Mexico Takes Down 2nd Reputed Drug Lord in 2 Weeks

Just two weeks after a chilling reprisal attack for troops' killing of the reputed boss of the Beltran Leyva cartel, police have captured one of his brothers, sending a strong message that Mexico will not back down in the drug war.

The Public Safety Department said in a statement Saturday night that Carlos Beltran Leyva was arrested in Culiacan, the capital of the Pacific coast state of Sinaloa, where he and several of his brothers were born and allegedly started their gang.

On Dec. 16, his brother Arturo, the alleged chief of the Beltran Leyva cartel, died during a two-hour shootout with marines in the city of Cuernavaca. He was the highest-ranking drug suspect taken down since President Felipe Calderon sent tens of thousands of soldiers and federal police across the country three years ago to fight brutal drug gangs.

Mexican officials in the past have described Carlos Beltran Levya, 40, as a key member of the gang, but it was unclear if he took over as chief of the cartel after his brother died.

A third brother, Alfredo, was arrested in January 2008. At least one other brother, Mario, remains at large and is listed as one of Mexico's 24 most-wanted drug lords, with a $2 million reward offered for his capture. Carlos Beltran was not included on the list, although the Public Safety Department said there had been a warrant for his arrest since 2008.

The arrest gave Calderon back-to-back victories in the drug war and underscored the government's determination to destroy the Beltran Leyva cartel despite the threat of reprisal attacks.

Days after Arturo Beltran was killed, gunmen massacred the mother and three other relatives of the only marine who died in the Dec. 16 shootout in Cuernavaca. The brutality of the attack — staged just hours after the marine was buried in a public ceremony — shocked Mexicans who have increasingly been numbed by daily reports of drug violence.

Calderon vowed he would not be intimidated by reprisals. However, authorities were far quieter in announcing Carlos Beltran's capture, waiting three days to make the arrest public.

In its terse statement, the Public Safety Department said federal police found Beltran Leyva on Wednesday carrying two guns, ammunition and a false driver's license identifying him as Carlos Gamez Orpineda. He later acknowledged he was Arturo Beltran Leyva's brother, the department said.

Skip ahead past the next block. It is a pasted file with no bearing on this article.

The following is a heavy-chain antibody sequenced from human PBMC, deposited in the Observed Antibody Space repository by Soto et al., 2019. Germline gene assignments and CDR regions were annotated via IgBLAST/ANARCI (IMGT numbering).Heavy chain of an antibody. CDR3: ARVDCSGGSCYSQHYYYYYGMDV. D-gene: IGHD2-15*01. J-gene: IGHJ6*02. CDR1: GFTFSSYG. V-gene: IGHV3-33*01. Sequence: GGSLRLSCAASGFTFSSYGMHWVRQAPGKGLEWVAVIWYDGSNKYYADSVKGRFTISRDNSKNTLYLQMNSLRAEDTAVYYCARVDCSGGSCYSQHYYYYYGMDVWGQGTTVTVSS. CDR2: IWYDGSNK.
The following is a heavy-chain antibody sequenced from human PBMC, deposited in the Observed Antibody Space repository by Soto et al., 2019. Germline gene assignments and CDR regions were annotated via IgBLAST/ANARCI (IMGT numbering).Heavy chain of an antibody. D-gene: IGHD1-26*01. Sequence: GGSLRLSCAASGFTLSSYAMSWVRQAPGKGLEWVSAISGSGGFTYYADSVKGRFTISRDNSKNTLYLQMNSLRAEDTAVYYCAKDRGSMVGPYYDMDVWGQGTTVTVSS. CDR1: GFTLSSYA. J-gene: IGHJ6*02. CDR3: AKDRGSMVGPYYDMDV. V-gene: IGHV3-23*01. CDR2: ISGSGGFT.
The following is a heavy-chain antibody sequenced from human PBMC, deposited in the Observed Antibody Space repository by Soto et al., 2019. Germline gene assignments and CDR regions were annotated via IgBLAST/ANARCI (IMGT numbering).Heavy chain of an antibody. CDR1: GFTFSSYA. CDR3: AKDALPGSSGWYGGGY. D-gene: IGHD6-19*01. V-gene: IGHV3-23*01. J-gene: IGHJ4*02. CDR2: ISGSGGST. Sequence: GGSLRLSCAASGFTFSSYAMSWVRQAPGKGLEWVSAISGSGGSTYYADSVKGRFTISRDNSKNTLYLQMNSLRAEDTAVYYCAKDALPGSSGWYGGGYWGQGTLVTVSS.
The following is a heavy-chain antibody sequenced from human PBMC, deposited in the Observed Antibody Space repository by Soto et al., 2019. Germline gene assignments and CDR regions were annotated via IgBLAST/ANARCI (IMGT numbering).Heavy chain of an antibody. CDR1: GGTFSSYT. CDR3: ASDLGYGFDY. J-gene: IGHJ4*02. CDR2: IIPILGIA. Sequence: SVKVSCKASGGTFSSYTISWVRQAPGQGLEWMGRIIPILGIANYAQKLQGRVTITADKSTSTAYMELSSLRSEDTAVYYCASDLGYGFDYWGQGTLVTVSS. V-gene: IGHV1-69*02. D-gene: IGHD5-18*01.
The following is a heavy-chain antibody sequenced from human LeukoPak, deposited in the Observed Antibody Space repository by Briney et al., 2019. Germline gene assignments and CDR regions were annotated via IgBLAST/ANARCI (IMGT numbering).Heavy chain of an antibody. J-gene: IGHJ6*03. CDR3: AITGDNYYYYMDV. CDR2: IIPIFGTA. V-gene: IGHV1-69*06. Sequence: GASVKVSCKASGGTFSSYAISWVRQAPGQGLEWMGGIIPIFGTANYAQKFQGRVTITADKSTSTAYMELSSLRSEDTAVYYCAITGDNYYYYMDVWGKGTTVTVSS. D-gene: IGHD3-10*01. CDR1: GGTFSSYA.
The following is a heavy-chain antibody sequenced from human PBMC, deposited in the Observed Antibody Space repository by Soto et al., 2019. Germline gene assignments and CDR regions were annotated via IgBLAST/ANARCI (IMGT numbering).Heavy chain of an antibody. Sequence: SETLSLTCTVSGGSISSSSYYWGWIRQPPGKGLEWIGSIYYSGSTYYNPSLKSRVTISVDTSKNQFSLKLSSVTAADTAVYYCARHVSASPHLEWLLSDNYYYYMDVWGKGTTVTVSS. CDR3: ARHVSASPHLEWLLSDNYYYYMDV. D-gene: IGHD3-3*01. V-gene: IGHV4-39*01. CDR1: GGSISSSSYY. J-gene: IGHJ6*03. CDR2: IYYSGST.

Public Safety officials said there would be no immediate comment beyond the statement.

The Beltran Leyva brothers worked side by side with Joaquin "El Chapo" Guzman, the leader of the Sinaloa Cartel, before breaking away in recent years and seizing lucrative drug routes in northeastern Mexico.

Officials from the U.S. Drug Enforcement Administration, whose intelligence information helped track down Arturo Beltran Leyva, have said one of the brothers would likely take his place. DEA intelligence chief Anthony Placido said last month the U.S. was getting sporadic reports of plots to break Alfredo Beltran Leyva out of prison.

The recent blows to the Beltran Leyva cartel mirror the downfall several years ago of two other brothers who ran a notorious, Tijuana-based drug trafficking outfit. In February 2002, police fatally shot drug lord Ramon Arellano Felix, then arrested his brother Benjamin a month later.

Still, it is unclear how much damage has been done to the Beltran Levya cartel, or how much the recent blows to the gang might curb the flow of cocaine and other drugs to the United States.

The Arellano Felix cartel survived the downfall of the two brothers, although it has been increasingly in disarray, fighting for turf against a breakaway gang.

While a victory for the Calderon government, the recent success against the Beltran Leyva brothers has raised fears of a similar intensified battle over areas controlled by the beleaguered cartel. Already, more than 15,000 people have been killed in drug violence since Calderon took office in 2006.

In a possible sign of that fight, the bound, beaten bodies of two men were found Wednesday hanging by their necks from a highway overpass in the Sinaloa town of Los Mochis.

Nearby, a message written on a piece of cardboard said in part that "this territory already has an owner." The message appeared to be from the Beltran Leyva cartel.